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Dispute: court to rule on UK sovereignty claim

Success of case could lead to return of hundreds of exiled islanders who were forced to leave archipelago

Chagos islanders: in the 1,500 residents were deported in 1971 and the largest island, Diego Garcia, was leased to the US as a strategic air base. Photograph: David Levene

Chagos islanders: in the 1,500 residents were deported in 1971 and the largest island, Diego Garcia, was leased to the US as a strategic air base. Photograph: David Levene

Britain’s sovereignty over the Chagos Islands and America’s lease for the Diego Garcia military base could be thrown into doubt by an international court hearing due to open in Istanbul on Tuesday.

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I sincerely hope the Brits and Americans get egg all over their faces in this debacle. It should never have happened.

The Falklands

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‘The Falklanders eat fish and chips. How can they belong to Argentina?’

While some Argentinians still claim the Falklands for their own, increasing numbers are daring to say they should remain British. Photograph: Sergio Goya/AFP/Getty

A growing number of young Argentinians are questioning their nation’s claim to the disputed islands

Laura Sánchez never met her great uncle, Ramón Acosta. But she is proud to point out that he was a war hero. Acosta rescued three soldiers from his crashed helicopter after it was shot down in flames 30 years ago by a British Sea Harrier jet during the Falklands War. “Right now we are surrounded and it will be whatever God and the Virgin want it to be,” Acosta wrote in his last letter home. He went missing in action shortly afterwards on 11 June 1982, somewhere near Mount Kent on East Falkland, just three days before the war ended. In his native town of Jesús María in the province of Córdoba, there is a street that bears his name.

So you would expect 29-year-old Sánchez to be a staunch Malvinera, which is what diehard supporters of Argentina‘s claim on the Falklands, known to Argentinians as Las Malvinas, call themselves. But you’d be wrong.

“When I was a kid I couldn’t figure out why he died,” says Sánchez. “And I couldn’t understand why at school they taught us that the people over there are Argentinians.”

Sánchez became even more perplexed after her grandfather returned from a visit to his brother’s symbolic resting place in the Argentinian cemetery on the Falklands, where 237 Argentinian war casualties are buried, close to the location of the Battle of Goose Green. “My grandfather came back feeling like he’d been to Britain; it wasn’t like Argentina at all.”

Source: The Guardian Read more

History:

The Falkland Islands have been British since 1833. This has been contested ever since by Argentina.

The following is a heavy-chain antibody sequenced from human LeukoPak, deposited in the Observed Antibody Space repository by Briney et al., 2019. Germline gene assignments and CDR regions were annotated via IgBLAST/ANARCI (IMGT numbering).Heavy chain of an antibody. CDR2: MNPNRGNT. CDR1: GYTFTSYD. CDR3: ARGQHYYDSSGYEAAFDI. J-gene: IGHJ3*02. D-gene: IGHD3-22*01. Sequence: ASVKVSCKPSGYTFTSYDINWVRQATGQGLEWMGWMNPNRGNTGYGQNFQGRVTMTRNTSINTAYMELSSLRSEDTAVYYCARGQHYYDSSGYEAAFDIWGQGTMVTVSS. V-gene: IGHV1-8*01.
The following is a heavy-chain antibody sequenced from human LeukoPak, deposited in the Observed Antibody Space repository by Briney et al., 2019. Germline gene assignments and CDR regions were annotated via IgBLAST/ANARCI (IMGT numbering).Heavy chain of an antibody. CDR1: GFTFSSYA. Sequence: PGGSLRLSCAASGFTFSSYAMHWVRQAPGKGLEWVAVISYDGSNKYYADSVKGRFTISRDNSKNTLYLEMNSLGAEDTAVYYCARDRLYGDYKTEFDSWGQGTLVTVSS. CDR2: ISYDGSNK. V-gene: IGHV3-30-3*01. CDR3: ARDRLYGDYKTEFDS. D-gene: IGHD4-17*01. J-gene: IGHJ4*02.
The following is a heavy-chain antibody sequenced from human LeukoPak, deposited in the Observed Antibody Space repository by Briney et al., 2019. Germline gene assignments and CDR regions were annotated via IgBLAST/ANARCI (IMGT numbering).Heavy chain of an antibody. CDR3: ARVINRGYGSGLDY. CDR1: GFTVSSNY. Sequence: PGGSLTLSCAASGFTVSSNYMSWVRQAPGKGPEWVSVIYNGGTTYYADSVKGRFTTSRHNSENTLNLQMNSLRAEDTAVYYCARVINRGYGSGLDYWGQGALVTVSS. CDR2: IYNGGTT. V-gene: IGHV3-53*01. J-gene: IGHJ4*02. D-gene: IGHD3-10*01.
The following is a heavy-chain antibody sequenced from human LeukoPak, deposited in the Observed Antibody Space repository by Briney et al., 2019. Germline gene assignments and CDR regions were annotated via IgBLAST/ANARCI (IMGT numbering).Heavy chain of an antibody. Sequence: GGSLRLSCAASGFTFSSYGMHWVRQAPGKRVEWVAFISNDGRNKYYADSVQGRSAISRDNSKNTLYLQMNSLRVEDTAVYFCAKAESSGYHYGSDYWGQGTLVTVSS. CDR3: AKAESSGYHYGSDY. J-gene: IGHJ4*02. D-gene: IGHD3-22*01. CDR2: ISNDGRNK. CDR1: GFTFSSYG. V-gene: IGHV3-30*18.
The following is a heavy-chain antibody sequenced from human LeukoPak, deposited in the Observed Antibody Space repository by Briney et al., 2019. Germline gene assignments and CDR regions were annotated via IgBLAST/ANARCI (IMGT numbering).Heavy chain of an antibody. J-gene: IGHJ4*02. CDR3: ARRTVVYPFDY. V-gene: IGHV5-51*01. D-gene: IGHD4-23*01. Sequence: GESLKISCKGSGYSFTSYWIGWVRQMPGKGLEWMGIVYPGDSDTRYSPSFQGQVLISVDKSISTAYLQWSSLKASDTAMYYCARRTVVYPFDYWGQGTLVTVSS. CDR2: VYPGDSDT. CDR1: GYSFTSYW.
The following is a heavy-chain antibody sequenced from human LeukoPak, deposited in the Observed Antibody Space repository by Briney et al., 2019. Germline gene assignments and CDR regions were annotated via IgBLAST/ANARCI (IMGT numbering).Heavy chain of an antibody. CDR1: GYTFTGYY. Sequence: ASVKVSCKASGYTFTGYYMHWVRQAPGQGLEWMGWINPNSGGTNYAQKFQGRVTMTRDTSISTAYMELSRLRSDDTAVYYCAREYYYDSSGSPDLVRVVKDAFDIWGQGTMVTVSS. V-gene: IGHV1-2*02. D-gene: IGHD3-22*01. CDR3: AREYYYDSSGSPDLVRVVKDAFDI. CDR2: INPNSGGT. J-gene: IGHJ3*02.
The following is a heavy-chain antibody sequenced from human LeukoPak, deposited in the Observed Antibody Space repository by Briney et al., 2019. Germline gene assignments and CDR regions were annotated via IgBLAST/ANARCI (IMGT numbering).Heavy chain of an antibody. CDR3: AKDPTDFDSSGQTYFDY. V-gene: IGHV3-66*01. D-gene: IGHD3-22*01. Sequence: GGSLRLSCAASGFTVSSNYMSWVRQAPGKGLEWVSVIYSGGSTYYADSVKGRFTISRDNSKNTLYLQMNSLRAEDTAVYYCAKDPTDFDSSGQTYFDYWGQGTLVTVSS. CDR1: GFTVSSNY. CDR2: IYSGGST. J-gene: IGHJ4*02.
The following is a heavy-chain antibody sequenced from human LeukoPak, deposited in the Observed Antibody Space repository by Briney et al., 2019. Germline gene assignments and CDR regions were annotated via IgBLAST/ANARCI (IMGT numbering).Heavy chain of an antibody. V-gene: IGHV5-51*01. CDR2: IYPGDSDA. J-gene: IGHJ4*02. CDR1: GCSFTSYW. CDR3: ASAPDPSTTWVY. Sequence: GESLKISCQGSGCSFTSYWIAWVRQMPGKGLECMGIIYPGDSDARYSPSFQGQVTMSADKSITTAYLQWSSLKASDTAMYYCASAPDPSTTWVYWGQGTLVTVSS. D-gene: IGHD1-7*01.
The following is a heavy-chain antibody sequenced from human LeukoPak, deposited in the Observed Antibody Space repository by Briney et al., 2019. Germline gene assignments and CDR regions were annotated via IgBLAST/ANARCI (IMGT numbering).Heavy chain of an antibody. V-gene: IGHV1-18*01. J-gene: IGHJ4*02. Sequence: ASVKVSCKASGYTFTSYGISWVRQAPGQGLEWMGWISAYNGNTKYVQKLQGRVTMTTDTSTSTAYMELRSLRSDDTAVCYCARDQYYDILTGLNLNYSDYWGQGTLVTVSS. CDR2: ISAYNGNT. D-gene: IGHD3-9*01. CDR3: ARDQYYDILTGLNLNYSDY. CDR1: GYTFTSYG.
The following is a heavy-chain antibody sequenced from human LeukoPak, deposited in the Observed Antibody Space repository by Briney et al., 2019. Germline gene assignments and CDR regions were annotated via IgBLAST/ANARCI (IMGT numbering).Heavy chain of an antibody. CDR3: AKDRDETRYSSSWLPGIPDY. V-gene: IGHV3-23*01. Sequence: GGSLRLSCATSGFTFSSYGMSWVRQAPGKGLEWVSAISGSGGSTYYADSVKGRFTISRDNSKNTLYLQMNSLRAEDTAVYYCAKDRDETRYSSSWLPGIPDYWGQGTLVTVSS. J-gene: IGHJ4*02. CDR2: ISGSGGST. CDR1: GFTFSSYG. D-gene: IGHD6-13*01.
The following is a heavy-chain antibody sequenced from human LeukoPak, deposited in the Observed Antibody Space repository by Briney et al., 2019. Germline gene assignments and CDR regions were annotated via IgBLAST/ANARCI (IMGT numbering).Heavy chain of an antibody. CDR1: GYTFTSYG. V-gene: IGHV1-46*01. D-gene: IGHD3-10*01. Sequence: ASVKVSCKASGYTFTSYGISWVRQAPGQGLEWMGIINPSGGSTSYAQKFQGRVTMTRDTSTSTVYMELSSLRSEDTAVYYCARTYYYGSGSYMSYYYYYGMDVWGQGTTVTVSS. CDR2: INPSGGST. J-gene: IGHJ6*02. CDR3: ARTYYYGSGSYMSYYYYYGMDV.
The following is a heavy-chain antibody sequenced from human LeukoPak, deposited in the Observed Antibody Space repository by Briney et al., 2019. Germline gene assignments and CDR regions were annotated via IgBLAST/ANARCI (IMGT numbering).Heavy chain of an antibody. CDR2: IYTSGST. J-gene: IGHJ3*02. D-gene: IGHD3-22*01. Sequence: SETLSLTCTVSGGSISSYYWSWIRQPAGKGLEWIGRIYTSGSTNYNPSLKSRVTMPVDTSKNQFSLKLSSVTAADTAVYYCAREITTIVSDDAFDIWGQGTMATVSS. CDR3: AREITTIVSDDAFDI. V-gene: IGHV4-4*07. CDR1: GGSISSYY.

The Falklands were first sighted by an English sea captain John Davis in the ship ‘Desire’ on 14th August 1592; and first landed on by an English navigator, Captain John Strong in his ship the ‘Welfare’ in 1690 naming the channel between the islands after Viscount Falkland.

The next to enter the scene were the French in 1694 who settled a small colony.

Unaware of the French settlement, Commodore John Byron landed at Port Egmont on West Falkland and took possession of the Islands for the British Crown in 1695.

Then the Spanish entered the act.

In 1774 the British laid a plaque maintaining British sovereignty at the time of the American War of Independence.

It wasn’t until 1820 that Argentina makes its first appearance when, after the Argentine provinces declared independence from Spain, a Argentine privateer claimed the Falklands to be Argentinian. This was never reported to the Argentine government and probably illegal.

The following years saw some attempts to establish private Argentine settlements.

1833 saw Captain Onslow sail from Port Egmont in the warship ‘Clio’ and took over Port Louis, claiming the Islands for Britain.

The Falklands have been British ever since, with the exception of the Argentine occupation in 1982 and subsequent war.

You can read a more detailed time-line history on The Falkland Islands Government page

Opinion:

Based on existing histories the British, French and Spanish all have prior claim to the Falklands before Argentina. As the French and Spanish never claimed sovereignty I see the British claim to the Falklands as legitimate. The British have more than 200 years of priority before the Argentinians ever came on the scene.

The Argentine claim is based purely on proximity and mineral rights, which are not an issue when the inhabitants are, and want to remain British.

As Ramón Acosta (a war hero from the Falklands conflict)  wrote in his last letter home, “Right now we are surrounded and it will be whatever God and the Virgin want it to be.” It would appear that his God and the Virgin had made a decision and forsook the Argentine cause.

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